"Earth and Stars," the Randolph Edmunds play that ends its second and final weekend run tonight at Howard University's Ira Aldridge Theater, was first produced in 1946.

By itself that fact of chronology doesn't mean much. The interesting feature is that the play anticipated a minister like Martin Luther King who believed in using the church as an instrument for social and political change. Of course, there were ministers such as Adam Clayton Powell and James Lawson who predated King in the social gospel tradition.

In the play, the minister is Joshua Judson, who wants to carry out a program of social change to fight racial discrimination and violence in Southern City. His fight is as much against tradition-bound blacks as power-loving whites.

The drama poses the question of whether the church should involve itself in everyday political issues and labor problems. Also included is the basic human element of boy and girl falling in love.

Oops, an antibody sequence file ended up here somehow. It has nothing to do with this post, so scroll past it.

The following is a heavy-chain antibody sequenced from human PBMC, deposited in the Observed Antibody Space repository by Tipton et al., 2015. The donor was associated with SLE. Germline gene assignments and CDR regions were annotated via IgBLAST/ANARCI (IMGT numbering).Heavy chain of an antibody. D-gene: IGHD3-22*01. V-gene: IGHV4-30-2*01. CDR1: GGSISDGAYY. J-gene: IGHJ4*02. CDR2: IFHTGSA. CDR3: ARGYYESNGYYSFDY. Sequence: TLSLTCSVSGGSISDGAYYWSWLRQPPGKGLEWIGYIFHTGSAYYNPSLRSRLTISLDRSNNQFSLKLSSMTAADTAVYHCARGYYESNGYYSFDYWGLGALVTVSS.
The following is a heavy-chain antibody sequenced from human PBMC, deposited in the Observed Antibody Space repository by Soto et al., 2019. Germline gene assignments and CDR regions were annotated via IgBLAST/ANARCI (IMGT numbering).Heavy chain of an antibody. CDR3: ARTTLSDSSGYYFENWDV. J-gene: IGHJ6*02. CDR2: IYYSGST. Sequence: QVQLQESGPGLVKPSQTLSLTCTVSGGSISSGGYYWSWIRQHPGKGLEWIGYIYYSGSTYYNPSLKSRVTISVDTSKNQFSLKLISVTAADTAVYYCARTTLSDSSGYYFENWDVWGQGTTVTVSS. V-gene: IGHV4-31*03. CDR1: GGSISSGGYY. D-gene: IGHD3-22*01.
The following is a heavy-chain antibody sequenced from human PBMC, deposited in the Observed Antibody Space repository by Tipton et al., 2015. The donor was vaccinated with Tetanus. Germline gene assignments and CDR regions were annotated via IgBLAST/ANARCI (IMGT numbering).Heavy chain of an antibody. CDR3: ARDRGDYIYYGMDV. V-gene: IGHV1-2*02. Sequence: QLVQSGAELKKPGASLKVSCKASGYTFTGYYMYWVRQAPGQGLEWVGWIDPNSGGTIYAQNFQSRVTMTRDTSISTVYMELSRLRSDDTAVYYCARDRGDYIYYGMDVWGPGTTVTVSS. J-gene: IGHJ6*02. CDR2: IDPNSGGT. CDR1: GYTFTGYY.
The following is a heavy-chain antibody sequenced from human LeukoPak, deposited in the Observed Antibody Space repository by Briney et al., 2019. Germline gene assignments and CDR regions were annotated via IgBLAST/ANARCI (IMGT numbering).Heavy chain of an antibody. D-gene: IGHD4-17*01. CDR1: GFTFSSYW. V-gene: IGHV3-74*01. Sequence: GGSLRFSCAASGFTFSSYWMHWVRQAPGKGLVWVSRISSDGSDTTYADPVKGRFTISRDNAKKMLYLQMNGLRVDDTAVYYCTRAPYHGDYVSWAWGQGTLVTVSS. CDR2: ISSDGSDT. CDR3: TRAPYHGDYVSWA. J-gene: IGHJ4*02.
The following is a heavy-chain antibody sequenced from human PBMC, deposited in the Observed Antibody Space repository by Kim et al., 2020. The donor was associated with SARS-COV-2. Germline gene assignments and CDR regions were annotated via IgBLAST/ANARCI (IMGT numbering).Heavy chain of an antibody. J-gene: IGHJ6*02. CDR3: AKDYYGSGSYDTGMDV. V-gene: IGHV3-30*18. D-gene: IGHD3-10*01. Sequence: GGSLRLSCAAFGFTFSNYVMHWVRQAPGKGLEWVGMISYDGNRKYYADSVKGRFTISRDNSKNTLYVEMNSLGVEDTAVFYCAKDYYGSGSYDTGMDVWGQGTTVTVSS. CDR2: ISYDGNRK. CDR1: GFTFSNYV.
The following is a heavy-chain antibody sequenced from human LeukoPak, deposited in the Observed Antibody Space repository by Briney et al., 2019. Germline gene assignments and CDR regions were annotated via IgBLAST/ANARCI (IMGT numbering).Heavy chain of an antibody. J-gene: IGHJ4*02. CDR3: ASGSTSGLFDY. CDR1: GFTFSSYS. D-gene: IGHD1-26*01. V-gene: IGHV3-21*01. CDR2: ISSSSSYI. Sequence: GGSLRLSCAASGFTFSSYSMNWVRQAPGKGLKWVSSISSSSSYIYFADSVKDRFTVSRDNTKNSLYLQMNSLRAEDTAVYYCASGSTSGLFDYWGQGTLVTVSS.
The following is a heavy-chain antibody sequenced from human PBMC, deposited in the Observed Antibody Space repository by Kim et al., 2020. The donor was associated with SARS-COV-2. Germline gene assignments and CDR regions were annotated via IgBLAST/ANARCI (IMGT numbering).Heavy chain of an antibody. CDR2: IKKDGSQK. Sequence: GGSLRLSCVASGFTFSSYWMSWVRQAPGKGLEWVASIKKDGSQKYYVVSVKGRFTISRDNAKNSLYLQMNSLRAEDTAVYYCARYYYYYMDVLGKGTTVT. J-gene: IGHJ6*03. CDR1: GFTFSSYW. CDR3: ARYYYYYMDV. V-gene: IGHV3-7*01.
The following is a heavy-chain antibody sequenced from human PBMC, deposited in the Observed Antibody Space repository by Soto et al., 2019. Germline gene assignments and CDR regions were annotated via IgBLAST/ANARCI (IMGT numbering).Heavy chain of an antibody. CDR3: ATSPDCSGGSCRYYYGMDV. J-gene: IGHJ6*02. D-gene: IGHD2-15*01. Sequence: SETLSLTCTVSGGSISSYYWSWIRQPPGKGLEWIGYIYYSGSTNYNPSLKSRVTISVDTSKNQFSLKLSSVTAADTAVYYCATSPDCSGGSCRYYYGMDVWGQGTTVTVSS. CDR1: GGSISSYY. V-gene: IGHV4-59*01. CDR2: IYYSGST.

The three-act drama fails to light up, however, mainly because the language is bland, character development is one-dimensional, the story line is predictable and too much action is contained in a small space, the living room of Judson's parsonage.

Moreover, the acting was embarrassingly stiff at the fist Friday night's performance. Only Ben Herring, as the southern redneck, and B. P. T. Jefferson III, as a loyal emissary of the bishop, gave performances that had any spontaneity.

The drama is said to be one of the most widely produced plays at black educational and community theaters in the south. In its day it probably was effective as a lesson teacher on the question of race. It may even have been slightly controversial.

But now it seems simplistic and is more didactic than dramatic.